Wednesday, August 18, 2010

Why wouldn't you choose a girl?

I just finished reading the article 'The End of Men' by Hanna Rosin published in the July/August 2010 edition of 'the Atlantic' magazine. Rosin tells the story of biologist Ronald Ericsson who in the 1970s developed a method for choosing the sex of a baby. At that time most couples wanted to ensure that they would have a boy baby boy as girls were generally considered 'second class citizens'. Now, apparently at the approximately two dozen clinics that use Ericsson's process in America, more couples are choosing to have a girl instead of a boy. And according to Ericsson, in the 1970s, it was the man who made the decision as to the sex of the baby and now it is the woman who makes the decision.

What is causing this shift? The author discusses the the changes in our society that seem to indicate that women are becoming the dominant sex in the workforce, educational institutions and home. In fact, women now make up the majority of the workforce for the first time in US history. Women also make up 60 percent of students in institutions of higher education. Women are the decision makers for 85% of all household purchases. (To read the entire article, go to

Rosin suggests that the modern, postindustrial economy is more congenial to women than men and that this economy is indifferent to men's size and strength. Further, she states that social intelligence, open communication and the ability to sit still and focus are more valuable in today's work environment ~ all traits that are more natural to women than men. So if one is choosing the sex of a baby, it's reasonable to ask 'Why wouldn't you choose a girl?'. Current data indicates that a girl has a greater chance than a boy of being successful in today's workforce.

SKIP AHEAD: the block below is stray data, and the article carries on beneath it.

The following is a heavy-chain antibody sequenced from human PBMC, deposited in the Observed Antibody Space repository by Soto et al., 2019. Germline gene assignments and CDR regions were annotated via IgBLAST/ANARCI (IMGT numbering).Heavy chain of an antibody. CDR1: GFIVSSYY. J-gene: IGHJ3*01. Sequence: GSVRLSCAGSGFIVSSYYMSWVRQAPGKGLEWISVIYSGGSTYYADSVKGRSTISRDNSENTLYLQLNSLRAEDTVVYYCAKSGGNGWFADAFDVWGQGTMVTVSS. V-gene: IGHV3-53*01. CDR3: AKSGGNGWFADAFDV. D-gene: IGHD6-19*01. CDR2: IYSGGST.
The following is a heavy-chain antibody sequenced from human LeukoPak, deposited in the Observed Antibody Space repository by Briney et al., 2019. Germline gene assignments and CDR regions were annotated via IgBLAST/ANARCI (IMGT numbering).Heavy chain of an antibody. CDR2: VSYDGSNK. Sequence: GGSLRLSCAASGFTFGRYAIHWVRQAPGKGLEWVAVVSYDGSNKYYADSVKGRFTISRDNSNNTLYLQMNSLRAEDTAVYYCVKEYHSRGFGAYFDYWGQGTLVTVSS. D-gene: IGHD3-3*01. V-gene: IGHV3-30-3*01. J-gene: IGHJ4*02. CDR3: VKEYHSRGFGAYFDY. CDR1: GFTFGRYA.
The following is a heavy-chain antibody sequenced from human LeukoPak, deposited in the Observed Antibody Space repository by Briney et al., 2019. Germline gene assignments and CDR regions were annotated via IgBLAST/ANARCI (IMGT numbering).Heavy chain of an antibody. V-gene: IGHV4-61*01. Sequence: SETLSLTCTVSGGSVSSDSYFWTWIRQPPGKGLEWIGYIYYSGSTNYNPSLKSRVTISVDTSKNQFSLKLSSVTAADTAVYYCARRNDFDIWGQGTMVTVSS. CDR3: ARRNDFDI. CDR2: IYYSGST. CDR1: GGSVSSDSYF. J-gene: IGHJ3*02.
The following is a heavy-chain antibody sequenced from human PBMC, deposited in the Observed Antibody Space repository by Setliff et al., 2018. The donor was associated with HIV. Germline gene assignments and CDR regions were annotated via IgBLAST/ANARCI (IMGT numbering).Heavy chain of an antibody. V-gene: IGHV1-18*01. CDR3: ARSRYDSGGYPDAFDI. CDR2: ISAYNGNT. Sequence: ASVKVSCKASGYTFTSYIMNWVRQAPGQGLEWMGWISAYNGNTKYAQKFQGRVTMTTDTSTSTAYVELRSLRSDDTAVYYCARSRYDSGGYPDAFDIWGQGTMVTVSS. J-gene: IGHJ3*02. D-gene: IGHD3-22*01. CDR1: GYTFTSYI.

Rosin also discusses how men are generally portrayed in commercials. My husband and I have this discussion frequently...why are men always portrayed as 'clueless' in commercials. Women and children are smarter or know the right answer. Are we going overboard in suggesting in our media that men are not as smart as women?

I'd be interested in your thoughts and experiences on this topic. Are women becoming the dominant force in the workplace in your community? Are we going overboard in presenting women as smarter than men in the media? What are the implications to women leaders who work to help other women in their leadership journey? What are the implications to you?

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